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HHS mandate on birth control cheered, jeered
Few exempt on insurance edict
Question of the Day
Pro-choice leaders and organizations applauded the Obama administration's Friday decision to require almost all employers to provide free birth control in their health insurance, but Catholic leaders quickly vowed to resist the rule.
In a final rule on preventive services in the Affordable Care Act, the Department of Health and Human Services decided to require virtually all employers to offer birth control without deductibles or co-pays in their employee health insurance as of Aug. 1.
An exemption still stands to allow houses of worship, such as churches, synagogues and mosques, to not provide such contraceptive coverage.
However, employers that are religiously affiliated but hire people with diverse religious backgrounds - such as schools, hospitals and social service organizations - are not exempt. Since many of these employers do not currently provide contraceptive coverage, they will have until Aug. 1, 2013, to adopt it in their insurance policies, the new rule said.
Health and Human Services Secretary Kathleen Sebelius said Friday that this decision was made "after very careful consideration."
"I believe this proposal strikes the appropriate balance between respecting religious freedom and increasing access to important preventive services," she said, noting that the new rule "will have no impact" on existing conscience protections for health care providers.
Pro-choice groups hailed the ruling - it is "one of the biggest advances for women's health in a generation," said Nancy Keenan, president of NARAL Pro-Choice America.
"The administration deserves credit for standing its ground and following the science," said Rep. Lois Capps, California Democrat.
"One of the signature achievements of the Affordable Care Act was to increase access to health care for women," said Rep. Diana DeGette, Colorado Democrat, and co-chairwoman of the Congressional Pro-Choice Caucus.
These and many other members of Congress had urged President Obama to "secure" free contraception for women in his health care reform law.
Catholic leaders, however, promised to work to block the "literally unconscionable" rule.
"In effect, the president is saying we have a year to figure out how to violate our consciences," said Cardinal-designate Timothy M. Dolan, archbishop of New York and president of the U.S. Conference of Catholic Bishops.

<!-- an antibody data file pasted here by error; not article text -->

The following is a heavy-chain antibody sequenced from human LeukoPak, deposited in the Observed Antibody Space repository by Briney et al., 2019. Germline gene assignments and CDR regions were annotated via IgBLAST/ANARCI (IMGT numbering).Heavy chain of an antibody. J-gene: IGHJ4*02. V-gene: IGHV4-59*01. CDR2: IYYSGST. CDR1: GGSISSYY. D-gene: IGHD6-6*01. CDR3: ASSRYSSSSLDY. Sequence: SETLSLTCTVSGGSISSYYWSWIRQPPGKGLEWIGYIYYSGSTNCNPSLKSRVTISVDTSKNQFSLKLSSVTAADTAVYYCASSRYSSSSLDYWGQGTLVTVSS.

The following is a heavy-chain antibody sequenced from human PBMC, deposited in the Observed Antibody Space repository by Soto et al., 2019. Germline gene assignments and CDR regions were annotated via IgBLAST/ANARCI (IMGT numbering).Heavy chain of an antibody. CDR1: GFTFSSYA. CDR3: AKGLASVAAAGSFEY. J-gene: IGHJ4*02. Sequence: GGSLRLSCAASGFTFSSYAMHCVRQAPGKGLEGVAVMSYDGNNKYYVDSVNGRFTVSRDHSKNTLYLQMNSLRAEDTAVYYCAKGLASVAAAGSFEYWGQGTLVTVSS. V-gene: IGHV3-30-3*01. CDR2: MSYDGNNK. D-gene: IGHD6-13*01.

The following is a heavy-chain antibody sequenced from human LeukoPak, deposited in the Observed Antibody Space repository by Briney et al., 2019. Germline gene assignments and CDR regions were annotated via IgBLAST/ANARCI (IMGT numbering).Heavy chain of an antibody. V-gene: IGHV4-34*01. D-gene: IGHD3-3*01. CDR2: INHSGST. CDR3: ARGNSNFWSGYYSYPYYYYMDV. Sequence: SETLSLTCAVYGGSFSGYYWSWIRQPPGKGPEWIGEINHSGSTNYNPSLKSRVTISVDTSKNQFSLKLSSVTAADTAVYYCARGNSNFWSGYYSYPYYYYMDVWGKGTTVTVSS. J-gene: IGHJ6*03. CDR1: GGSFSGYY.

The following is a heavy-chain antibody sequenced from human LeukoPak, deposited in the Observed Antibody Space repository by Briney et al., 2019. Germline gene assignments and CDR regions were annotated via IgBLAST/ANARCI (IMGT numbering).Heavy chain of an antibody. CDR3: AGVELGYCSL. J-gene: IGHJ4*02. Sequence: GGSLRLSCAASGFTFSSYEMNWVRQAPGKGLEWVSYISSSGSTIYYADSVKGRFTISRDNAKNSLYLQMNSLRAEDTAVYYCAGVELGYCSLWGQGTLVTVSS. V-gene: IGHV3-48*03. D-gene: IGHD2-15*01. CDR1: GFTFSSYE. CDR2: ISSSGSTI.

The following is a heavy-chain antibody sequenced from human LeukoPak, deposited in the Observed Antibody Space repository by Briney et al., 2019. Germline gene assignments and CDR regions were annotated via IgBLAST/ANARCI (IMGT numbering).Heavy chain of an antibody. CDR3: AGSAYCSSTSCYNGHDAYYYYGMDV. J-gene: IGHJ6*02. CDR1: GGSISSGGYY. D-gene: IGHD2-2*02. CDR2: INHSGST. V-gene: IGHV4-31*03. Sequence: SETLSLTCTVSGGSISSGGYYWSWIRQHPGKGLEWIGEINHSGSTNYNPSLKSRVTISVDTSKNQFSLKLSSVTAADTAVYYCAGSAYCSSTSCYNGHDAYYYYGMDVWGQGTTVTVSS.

"This is nothing less than a direct attack on religion and First Amendment rights," said Franciscan Sister Jane Marie Klein, chairwoman of the board at Franciscan Alliance Inc., a system of 13 Catholic hospitals.
The birth-control rule means that sterilization and abortifacients must be included in virtually all health care plans, the Catholic leaders said. "I have hundreds of employees who will be upset and confused by this edict. I cannot understand it at all," said Sister Klein.
The Catholic leaders said they would be "working with our fellow Americans to reform the law and change this unjust regulation."
In December, more than 60 evangelical and Jewish leaders wrote to Mr. Obama to say that most faith-based organizations would not be protected by the "religious-employer" exemption. Many religious organizations in addition to Catholics are "deeply troubled by and opposed to the mandate and the narrow exemption," they said.
Birth control is widely used in the United States, with 82 percent of sexually active women aged 15-44 using the pill at least once in their lifetimes, according to a federal study undertaken in 2008. Many employer health plans already cover contraception, usually with co-pays from employees.
© Copyright 2014 The Washington Times, LLC. Click here for reprint permission.
About the Author
Cheryl Wetzstein covers family and social issues as a national reporter for The Washington Times. She has been a reporter for three decades, working in New York City and Washington, D.C. Since joining The Washington Times in 1985, she has been a features writer, environmental and consumer affairs reporter, and assistant business editor.
Beginning in 1994, Mrs. Wetzstein worked exclusively ...
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